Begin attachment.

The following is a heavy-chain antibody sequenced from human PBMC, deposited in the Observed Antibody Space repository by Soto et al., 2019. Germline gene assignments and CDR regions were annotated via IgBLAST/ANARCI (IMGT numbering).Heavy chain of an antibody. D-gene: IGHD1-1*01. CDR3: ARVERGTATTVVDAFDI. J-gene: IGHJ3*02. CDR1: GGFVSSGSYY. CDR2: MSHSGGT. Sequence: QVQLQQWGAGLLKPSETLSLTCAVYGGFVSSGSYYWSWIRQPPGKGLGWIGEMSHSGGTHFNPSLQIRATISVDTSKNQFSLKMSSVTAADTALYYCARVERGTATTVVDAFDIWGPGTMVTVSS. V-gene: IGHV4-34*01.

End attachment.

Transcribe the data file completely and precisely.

The following is a heavy-chain antibody sequenced from human PBMC, deposited in the Observed Antibody Space repository by Soto et al., 2019. Germline gene assignments and CDR regions were annotated via IgBLAST/ANARCI (IMGT numbering).Heavy chain of an antibody. D-gene: IGHD1-1*01. CDR3: ARVERGTATTVVDAFDI. J-gene: IGHJ3*02. CDR1: GGFVSSGSYY. CDR2: MSHSGGT. Sequence: QVQLQQWGAGLLKPSETLSLTCAVYGGFVSSGSYYWSWIRQPPGKGLGWIGEMSHSGGTHFNPSLQIRATISVDTSKNQFSLKMSSVTAADTALYYCARVERGTATTVVDAFDIWGPGTMVTVSS. V-gene: IGHV4-34*01.